Prince Charles Will No Longer Accept Large Cash Donations for Charities Following Scandal

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Prince Charles, Prince of Wales smiles as he attends Royal Ascot 2022
Prince Charles, Prince of Wales smiles as he attends Royal Ascot 2022

Chris Jackson/Getty Images Prince Charles at Royal Ascot

Prince Charles is reacting to reports that he accepted almost $3 million in cash from the former prime minister of Qatar for one of his charities.

A royal source announced Wednesday that the Prince of Wales, 73, would never again accept a large cash donation on behalf of his charities after it was reported that he accepted large sums from Sheikh Hamad bin Jasseim bin Jaber Al Thani as a donation to Charles' Prince of Wales Charitable Fund, which gives grants to other non-profit groups that reflect the prince's interests.

The source at the palace said that donations had not been made like that in the last five years —and "wouldn't happen today" — and noted that Prince Charles passed the money onto his charities.

"They followed the right processes and auditors looked at it," the source said.

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Prince Charles, Prince of Wales smiles as he departs the CHOGM opening ceremony at Kigali Convention Centre
Prince Charles, Prince of Wales smiles as he departs the CHOGM opening ceremony at Kigali Convention Centre

Chris Jackson - Pool/Getty Images Prince Charles

The sheikh gave Prince Charles three separate donations totaling $3.1 million over a period between 2011 and 2015, The Sunday Times reported. One bundle of cash was given during a private meeting between Charles and Sheikh Hamad. The money was then counted by two aides at the palace and passed along to royal bank Coutts for deposit in the fund.

Charles's office at Clarence House said in a statement on Monday: "Charitable donations received from Sheikh Hamad bin Jassim were passed immediately to one of the Prince's charities who carried out the appropriate governance and have assured us that all the correct processes were followed."

It is not illegal for charities to accept donations in cash, however, the regulator of non-profits in the U.K. recommends that a series of checks for due diligence is carried out when accepting donations.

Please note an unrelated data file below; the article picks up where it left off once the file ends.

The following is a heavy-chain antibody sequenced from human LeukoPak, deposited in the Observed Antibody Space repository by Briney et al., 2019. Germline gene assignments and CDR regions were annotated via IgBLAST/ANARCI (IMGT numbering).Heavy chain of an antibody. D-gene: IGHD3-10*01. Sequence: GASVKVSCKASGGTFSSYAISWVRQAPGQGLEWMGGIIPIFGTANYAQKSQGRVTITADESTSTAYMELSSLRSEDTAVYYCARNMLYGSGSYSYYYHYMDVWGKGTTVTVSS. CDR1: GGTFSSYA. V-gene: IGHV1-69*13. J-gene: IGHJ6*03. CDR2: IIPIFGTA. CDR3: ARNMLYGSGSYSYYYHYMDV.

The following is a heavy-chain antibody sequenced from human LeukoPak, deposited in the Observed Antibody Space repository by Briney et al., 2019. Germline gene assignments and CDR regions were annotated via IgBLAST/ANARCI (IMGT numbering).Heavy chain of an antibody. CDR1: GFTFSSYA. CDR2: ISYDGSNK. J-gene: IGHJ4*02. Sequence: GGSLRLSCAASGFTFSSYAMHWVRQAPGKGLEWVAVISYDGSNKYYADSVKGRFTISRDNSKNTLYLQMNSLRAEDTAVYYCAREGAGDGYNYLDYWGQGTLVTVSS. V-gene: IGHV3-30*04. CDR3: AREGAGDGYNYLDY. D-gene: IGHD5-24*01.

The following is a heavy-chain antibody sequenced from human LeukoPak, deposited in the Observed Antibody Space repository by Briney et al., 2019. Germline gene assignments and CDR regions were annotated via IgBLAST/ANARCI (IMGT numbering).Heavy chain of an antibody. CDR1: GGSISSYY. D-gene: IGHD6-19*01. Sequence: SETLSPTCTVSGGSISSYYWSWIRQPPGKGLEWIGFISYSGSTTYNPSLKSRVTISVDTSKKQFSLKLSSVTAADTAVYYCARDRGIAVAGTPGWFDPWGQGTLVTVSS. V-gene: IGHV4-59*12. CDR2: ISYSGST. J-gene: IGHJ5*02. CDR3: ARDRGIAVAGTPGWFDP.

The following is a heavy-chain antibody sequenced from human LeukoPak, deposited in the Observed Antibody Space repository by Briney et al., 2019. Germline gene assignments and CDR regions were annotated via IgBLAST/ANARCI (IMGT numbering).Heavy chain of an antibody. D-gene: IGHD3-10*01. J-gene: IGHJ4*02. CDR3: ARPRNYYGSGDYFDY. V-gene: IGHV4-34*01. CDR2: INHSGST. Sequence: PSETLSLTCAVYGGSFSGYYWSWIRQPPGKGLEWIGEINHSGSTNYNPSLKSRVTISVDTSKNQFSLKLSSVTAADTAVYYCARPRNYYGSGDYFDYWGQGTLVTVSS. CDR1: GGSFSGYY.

Camilla, Duchess of Cornwall and Prince Charles, Prince of Wales attend a reception to celebrate the British Asian Trust at the British Museum
Camilla, Duchess of Cornwall and Prince Charles, Prince of Wales attend a reception to celebrate the British Asian Trust at the British Museum

Max Mumby/Indigo/Getty Images Prince Charles and Camilla, Duchess of Cornwall

The scandal comes just months after another one of Charles's charities, The Prince's Foundation — which is not connected to his Charitable Fund — was caught up in cash for official honors allegations. The Metropolitan Police has launched an investigation and the head of the Foundation, Michael Fawcett, stepped down in November amid the inquiry.

The Sunday Times and The Mail on Sunday reported allegations that Fawcett helped support a campaign for official honors for Saudi businessman Mahfouz Marei Mubarak bin Mahfouz. A letter from Fawcett to an aide to Mahfouz in August 2018, published by the Mail on Sunday, reportedly said, "In light of the ongoing and most recent generosity of His Excellency ... I am happy to confirm to you, in confidence, that we are willing and happy to support and contribute to the application for Citizenship."

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Charles's office responded at the time, saying, "The Prince of Wales has no knowledge of the alleged offer of honours or British citizenship on the basis of donation to his charities and fully supports the investigation now underway by The Prince's Foundation."